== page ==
The U.S. has maintained its No. 1 spot as the most enticing renewable energy market for investors in EY’s latest Renewable Energy Country Attractiveness Index (RECAI). Now in its 47th edition, the index ranks 40 markets on the attractiveness of their renewable energy investment and deployment opportunities, based on a number of macro, energy market and technology-specific indicators.
Notwithstanding uncertainty over its Clean Power Plan, the U.S. held its position following the five-year extension of federal tax credits for wind and solar, according to the RECAI. The report says this provided critical certainty for investors and is forecast to galvanize significant capacity deployment through to 2020.
China and India also maintained their top spots, ranking second and third, respectively. Meanwhile, Chile (4), Brazil (6) and Mexico (7) climbed higher in the index top 10, while Germany (5) and France (8) fell in the latest ranking.
Almost without exception, European markets slipped down the rankings while less mature markets across Latin America, Africa and Asia continued their ascent, the report adds.
So-called “emerging” markets now represent half of the countries in the 40-strong index, including four African markets featured in the top 30. The RECAI says that just a decade ago, only China and India were attractive enough to compete with more developed markets for renewable energy investment.
“Emerging markets are transforming their energy industries at an unprecedented pace,” explains Ben Warren, EY’s global power and utilities corporate finance leader and RECAI chief editor. “Last year, renewable energy investments in the developing world overtook those in the developed world for the first time. Latin America, in particular, has become something of a litmus test for how quickly markets can grow.”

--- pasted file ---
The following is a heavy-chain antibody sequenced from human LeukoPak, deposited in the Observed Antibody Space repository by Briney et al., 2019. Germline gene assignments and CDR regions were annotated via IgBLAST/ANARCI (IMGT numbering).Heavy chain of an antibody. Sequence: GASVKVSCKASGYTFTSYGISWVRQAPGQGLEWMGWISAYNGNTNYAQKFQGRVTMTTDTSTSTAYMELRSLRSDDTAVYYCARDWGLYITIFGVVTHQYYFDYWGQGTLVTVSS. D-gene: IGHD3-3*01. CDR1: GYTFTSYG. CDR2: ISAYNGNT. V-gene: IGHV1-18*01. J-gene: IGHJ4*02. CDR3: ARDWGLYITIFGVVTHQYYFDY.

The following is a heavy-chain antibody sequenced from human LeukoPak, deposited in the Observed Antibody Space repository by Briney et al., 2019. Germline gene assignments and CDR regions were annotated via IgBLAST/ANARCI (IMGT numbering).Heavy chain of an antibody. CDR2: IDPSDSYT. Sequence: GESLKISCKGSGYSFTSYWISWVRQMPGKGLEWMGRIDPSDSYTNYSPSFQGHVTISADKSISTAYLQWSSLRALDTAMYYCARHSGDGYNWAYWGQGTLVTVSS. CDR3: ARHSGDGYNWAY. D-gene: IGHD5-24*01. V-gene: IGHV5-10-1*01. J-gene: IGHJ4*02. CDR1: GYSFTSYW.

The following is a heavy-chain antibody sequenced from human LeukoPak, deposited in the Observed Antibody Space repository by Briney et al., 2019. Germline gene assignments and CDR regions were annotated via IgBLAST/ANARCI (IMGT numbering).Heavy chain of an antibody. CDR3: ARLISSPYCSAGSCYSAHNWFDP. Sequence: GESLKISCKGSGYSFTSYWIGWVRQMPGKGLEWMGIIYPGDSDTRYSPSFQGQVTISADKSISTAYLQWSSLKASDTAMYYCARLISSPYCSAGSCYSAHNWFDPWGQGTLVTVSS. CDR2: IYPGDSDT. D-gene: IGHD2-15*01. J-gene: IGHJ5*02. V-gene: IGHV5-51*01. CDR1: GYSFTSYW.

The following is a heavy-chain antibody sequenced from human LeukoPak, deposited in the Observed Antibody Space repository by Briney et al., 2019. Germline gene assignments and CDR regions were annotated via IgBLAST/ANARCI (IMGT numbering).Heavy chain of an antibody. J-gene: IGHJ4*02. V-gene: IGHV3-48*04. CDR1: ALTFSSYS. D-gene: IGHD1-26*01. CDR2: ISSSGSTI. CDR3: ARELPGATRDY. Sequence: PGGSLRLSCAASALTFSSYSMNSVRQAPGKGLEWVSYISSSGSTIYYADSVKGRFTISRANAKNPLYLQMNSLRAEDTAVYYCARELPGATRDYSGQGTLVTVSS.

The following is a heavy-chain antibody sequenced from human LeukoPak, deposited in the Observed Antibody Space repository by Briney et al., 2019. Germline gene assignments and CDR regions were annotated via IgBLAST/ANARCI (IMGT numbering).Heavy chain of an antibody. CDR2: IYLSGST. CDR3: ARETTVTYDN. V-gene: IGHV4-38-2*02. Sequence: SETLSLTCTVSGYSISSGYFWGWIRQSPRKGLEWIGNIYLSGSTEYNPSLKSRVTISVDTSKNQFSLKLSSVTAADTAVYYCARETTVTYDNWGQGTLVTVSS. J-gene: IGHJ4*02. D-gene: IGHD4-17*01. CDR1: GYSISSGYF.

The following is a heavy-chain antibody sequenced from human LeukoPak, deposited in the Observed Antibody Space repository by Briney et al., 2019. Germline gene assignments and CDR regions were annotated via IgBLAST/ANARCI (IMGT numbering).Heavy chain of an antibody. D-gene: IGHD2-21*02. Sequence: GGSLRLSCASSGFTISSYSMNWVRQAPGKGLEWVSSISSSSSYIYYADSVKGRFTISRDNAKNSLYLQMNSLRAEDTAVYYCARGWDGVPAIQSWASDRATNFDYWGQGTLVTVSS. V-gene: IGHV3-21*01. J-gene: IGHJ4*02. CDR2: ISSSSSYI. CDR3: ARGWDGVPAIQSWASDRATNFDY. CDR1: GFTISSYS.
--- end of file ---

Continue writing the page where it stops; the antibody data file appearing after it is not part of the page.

According to the RECAI, Chile is one of the first markets to enable economically viable renewables projects to compete directly with all other energy sources. At the same time, Brazil’s renewables sector is showing surprising resilience amid an economic downturn, and its underdeveloped solar market remains a potentially lucrative lure. And Mexico’s recent power auctions have opened the door to multibillion-dollar opportunities under a new liberalized energy market.
Meanwhile, the report says European markets appear to be scaling back their ambitions as they address the challenges of marrying up increasingly mainstream renewables with a legacy of centralized conventional power generation.
Argentina was the highest-scoring new entrant. The RECAI says the transformation of the country’s economy and rollout of an ambitious renewables program under its new pro-market government brings it into the index in 18th position and reinforces how quickly new markets can redirect the focus of developers and investors.
“Markets earlier in their renewables journey are benefiting from cheaper and more efficient technologies, lower cost of capital and more reliable resource forecasting,” says Warren. “The increasingly global flow of capital proves that investors are becoming more comfortable with new markets. We can expect to see massive deployment of low-carbon investment in developing markets.
“Yet, ambitious targets and low pricing alone will not be enough to promise investment attractiveness,” he adds. “The ability of markets to climb or stay in will depend on projects being built and commercial viability enabling the supply of affordable energy in a competitive environment.”
The full RECAI is available here.